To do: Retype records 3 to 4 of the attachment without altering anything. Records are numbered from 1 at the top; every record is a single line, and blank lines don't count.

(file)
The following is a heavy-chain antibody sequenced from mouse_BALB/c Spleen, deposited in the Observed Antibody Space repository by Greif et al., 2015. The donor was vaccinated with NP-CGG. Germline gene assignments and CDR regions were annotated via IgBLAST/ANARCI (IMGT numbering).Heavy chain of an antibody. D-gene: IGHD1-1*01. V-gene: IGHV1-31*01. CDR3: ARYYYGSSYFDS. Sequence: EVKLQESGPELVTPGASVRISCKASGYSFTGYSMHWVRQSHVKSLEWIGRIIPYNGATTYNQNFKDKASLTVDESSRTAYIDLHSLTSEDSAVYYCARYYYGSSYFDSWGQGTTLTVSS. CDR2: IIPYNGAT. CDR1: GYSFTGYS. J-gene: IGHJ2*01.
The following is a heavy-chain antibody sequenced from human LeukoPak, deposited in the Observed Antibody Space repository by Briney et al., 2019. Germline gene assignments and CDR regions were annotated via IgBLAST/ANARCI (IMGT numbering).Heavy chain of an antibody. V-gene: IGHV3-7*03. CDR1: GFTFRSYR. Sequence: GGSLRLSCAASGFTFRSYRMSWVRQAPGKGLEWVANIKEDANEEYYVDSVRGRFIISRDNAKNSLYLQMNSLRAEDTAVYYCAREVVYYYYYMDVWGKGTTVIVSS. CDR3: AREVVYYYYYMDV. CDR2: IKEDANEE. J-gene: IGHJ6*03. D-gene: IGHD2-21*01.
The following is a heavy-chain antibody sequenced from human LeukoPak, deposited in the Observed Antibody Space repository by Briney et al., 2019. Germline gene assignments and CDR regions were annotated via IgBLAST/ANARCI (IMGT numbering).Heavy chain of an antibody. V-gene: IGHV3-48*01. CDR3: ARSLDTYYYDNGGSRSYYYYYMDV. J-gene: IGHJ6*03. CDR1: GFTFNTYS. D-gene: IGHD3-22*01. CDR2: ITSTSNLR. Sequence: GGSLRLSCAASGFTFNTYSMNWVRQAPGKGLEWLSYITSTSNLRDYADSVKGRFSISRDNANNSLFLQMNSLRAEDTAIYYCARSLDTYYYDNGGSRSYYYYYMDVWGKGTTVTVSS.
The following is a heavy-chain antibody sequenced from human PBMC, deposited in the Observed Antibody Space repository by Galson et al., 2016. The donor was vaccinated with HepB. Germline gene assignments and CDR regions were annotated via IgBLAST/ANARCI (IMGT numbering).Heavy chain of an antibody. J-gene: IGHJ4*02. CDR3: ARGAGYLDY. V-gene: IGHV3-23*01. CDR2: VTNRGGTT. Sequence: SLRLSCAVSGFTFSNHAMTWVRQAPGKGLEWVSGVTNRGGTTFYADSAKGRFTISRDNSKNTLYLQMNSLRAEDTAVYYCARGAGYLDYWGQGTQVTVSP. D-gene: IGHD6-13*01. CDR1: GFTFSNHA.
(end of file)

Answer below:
The following is a heavy-chain antibody sequenced from human LeukoPak, deposited in the Observed Antibody Space repository by Briney et al., 2019. Germline gene assignments and CDR regions were annotated via IgBLAST/ANARCI (IMGT numbering).Heavy chain of an antibody. V-gene: IGHV3-48*01. CDR3: ARSLDTYYYDNGGSRSYYYYYMDV. J-gene: IGHJ6*03. CDR1: GFTFNTYS. D-gene: IGHD3-22*01. CDR2: ITSTSNLR. Sequence: GGSLRLSCAASGFTFNTYSMNWVRQAPGKGLEWLSYITSTSNLRDYADSVKGRFSISRDNANNSLFLQMNSLRAEDTAIYYCARSLDTYYYDNGGSRSYYYYYMDVWGKGTTVTVSS.
The following is a heavy-chain antibody sequenced from human PBMC, deposited in the Observed Antibody Space repository by Galson et al., 2016. The donor was vaccinated with HepB. Germline gene assignments and CDR regions were annotated via IgBLAST/ANARCI (IMGT numbering).Heavy chain of an antibody. J-gene: IGHJ4*02. CDR3: ARGAGYLDY. V-gene: IGHV3-23*01. CDR2: VTNRGGTT. Sequence: SLRLSCAVSGFTFSNHAMTWVRQAPGKGLEWVSGVTNRGGTTFYADSAKGRFTISRDNSKNTLYLQMNSLRAEDTAVYYCARGAGYLDYWGQGTQVTVSP. D-gene: IGHD6-13*01. CDR1: GFTFSNHA.